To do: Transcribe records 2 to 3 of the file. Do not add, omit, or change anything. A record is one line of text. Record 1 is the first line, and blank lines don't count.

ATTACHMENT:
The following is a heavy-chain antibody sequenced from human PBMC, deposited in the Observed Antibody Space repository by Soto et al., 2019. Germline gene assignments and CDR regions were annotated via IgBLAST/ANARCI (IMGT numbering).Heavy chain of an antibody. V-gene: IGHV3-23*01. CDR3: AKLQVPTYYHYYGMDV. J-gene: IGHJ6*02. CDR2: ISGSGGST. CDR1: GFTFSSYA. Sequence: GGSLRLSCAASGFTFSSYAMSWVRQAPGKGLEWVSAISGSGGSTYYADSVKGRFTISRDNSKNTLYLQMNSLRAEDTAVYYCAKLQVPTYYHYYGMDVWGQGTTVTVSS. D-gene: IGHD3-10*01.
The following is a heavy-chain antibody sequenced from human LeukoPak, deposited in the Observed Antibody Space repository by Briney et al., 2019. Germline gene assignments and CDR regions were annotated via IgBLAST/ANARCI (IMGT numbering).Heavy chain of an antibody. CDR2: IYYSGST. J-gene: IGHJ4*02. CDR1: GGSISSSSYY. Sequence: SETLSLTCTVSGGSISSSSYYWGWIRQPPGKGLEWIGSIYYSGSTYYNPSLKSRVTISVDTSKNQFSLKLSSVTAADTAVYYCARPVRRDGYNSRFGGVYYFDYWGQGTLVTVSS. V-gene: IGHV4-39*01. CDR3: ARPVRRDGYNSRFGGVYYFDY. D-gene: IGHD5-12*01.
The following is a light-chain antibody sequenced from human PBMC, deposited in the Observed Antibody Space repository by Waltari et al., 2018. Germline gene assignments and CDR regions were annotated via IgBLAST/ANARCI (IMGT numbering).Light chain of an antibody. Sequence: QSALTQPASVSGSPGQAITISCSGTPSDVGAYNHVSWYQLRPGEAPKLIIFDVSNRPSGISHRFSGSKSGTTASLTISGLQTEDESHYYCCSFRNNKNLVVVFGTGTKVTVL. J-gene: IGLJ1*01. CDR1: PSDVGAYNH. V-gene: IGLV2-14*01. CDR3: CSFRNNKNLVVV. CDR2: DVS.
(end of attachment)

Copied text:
The following is a heavy-chain antibody sequenced from human LeukoPak, deposited in the Observed Antibody Space repository by Briney et al., 2019. Germline gene assignments and CDR regions were annotated via IgBLAST/ANARCI (IMGT numbering).Heavy chain of an antibody. CDR2: IYYSGST. J-gene: IGHJ4*02. CDR1: GGSISSSSYY. Sequence: SETLSLTCTVSGGSISSSSYYWGWIRQPPGKGLEWIGSIYYSGSTYYNPSLKSRVTISVDTSKNQFSLKLSSVTAADTAVYYCARPVRRDGYNSRFGGVYYFDYWGQGTLVTVSS. V-gene: IGHV4-39*01. CDR3: ARPVRRDGYNSRFGGVYYFDY. D-gene: IGHD5-12*01.
The following is a light-chain antibody sequenced from human PBMC, deposited in the Observed Antibody Space repository by Waltari et al., 2018. Germline gene assignments and CDR regions were annotated via IgBLAST/ANARCI (IMGT numbering).Light chain of an antibody. Sequence: QSALTQPASVSGSPGQAITISCSGTPSDVGAYNHVSWYQLRPGEAPKLIIFDVSNRPSGISHRFSGSKSGTTASLTISGLQTEDESHYYCCSFRNNKNLVVVFGTGTKVTVL. J-gene: IGLJ1*01. CDR1: PSDVGAYNH. V-gene: IGLV2-14*01. CDR3: CSFRNNKNLVVV. CDR2: DVS.